Self-monitoring improves control of high blood pressure compared with GP monitoring alone
Allowing patients who have inadequately controlled high blood pressure to monitor their own blood pressure at home helps their GPs to optimise their management. Patients who self-monitor and visit or talk to their GP when needed for medication adjustments achieve 4mmHg lower systolic blood pressure over 12 months compared with those relying only on the measurements made by a GP without self-monitoring.
Effects are similar if patients write down their measurements to send to the GP or do so via ...
Nurse staffing levels linked to reports of missed care in adult wards
Nurses are more likely to report omitting necessary care in acute inpatient wards when registered nurse staffing levels are low, even if there are additional healthcare assistants. Care categorised as planning and communication is reported as missed more often than clinical care.
NHS hospitals are responsible for ensuring that the number and skills mix of nursing staff matches patient needs. Previous reviews have shown links between lower registered nurse staffing levels and poor patient outcom...
Single routine offer of a blood test for prostate cancer did not save lives
Offering all men aged 50 to 69 a single, screening prostate-specific antigen (PSA) blood test did not prevent deaths from prostate cancer.
This large trial included 573 UK general practices and over 400,000 men. It found that men who were invited to have a PSA test were 19% more likely to be diagnosed with prostate cancer, but no less likely to die from the condition, over an average 10 years of follow up. Forty per cent of men took up the offer.
Controversy over PSA testing has persisted for ...
Redesigning oral surgery with enhanced primary dental care, electronic referral and triage may save overall costs
An electronic referral system including consultant-led triage and an advanced oral surgery service in primary care results in fewer people requiring oral surgery in hospital. It comes at a lower overall cost than the previous arrangement. About two-thirds of patients could be treated safely in enhanced primary settings rather than hospital.
This NIHR-funded study implemented several changes, an electronic referral system which standardised and improved the level of information provided in refer...
Case managers improve outcomes for people with dementia and their carers
Using a case manager to coordinate health and social care improves the challenging behaviour of people with dementia and reduces the burden on caregivers. Quality of life of caregivers improves the most when case managers have a professional background in nursing.
This NIHR-funded review compared the effectiveness of standard community treatment and interventions with case managers overseeing the interventions for people living with dementia. It considered evidence from 14 trials in a number of...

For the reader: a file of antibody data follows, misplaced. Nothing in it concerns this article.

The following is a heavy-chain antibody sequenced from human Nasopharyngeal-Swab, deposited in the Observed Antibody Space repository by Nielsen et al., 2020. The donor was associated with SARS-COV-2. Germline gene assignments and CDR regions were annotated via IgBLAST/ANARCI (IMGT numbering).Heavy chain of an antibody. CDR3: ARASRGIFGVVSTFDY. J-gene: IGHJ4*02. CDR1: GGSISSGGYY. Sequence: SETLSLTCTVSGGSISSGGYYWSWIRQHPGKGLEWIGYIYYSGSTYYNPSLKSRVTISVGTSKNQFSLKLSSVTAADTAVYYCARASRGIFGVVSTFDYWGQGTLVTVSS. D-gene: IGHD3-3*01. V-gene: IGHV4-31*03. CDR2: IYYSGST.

Sending patient reminders improves immunisation uptake
Contacting patients by telephone or mail about recommended immunisations leads to eight more people in every 100 being immunised. Text messages, postcards or automatic dialling techniques and recorded voices are the reminder methods that have the highest certainty of being effective.
In the UK over 90% of children currently receive the recommended immunisation programme, but this is still below optimal to prevent infection. The uptake of the influenza vaccination in over 65s is also below natio...
A third of health practitioners do not get vaccinated against flu
Flu vaccination uptake amongst healthcare workers in England is below the NHS target of 75%. Reasons may include mixed views on the vaccine’s effectiveness, side effects and belief they are unlikely to catch or transmit flu.
Surprisingly, practical barriers such as time and access to vaccination were not mentioned in this systematic review of qualitative studies for the Department of Health. Though it included mainly North American studies, the findings are consistent with issues raised i...
How commissioners use research evidence
Researchers want their work to be used and useful, but may not always understand the context in which decisions are made. Most health and care organisations aim to base decisions on the best available evidence, but accessing and interpreting the right evidence at the right time is hard. Researchers need to do what they can to make their research as useful as possible to those making decisions under pressure.
The NIHR has funded six particular studies in the past five years on the use of eviden...
Person-centred care improves quality of life for care home residents with dementia
A person-centred care intervention for people with dementia living in care homes improved their quality of life, reduced agitation and improved interactions with staff. It may also save costs compared with usual care.
The WHELD intervention involves training staff in person-centred care, with a focus on improving social interactions and appropriate use of antipsychotic medications. An early study suggested it could halve antipsychotic use.
This larger-scale NIHR trial conducted across 69 UK nu...
Hospital admission rates and costs increase in line with BMI
Each 2kg/m2 rise in body mass index (BMI) above the normal-weight threshold in women aged 55-79 leads to a 5% rise in annual hospital admissions and 7% rise in healthcare costs. In England, £662 million of the annual hospital admission costs in 2013 could be attributed to overweight or obesity in women of this age group.
This large study, partly funded by the NIHR, looked at over one million women participating in the NHS breast cancer screening programme. Five-year data on hospital admis...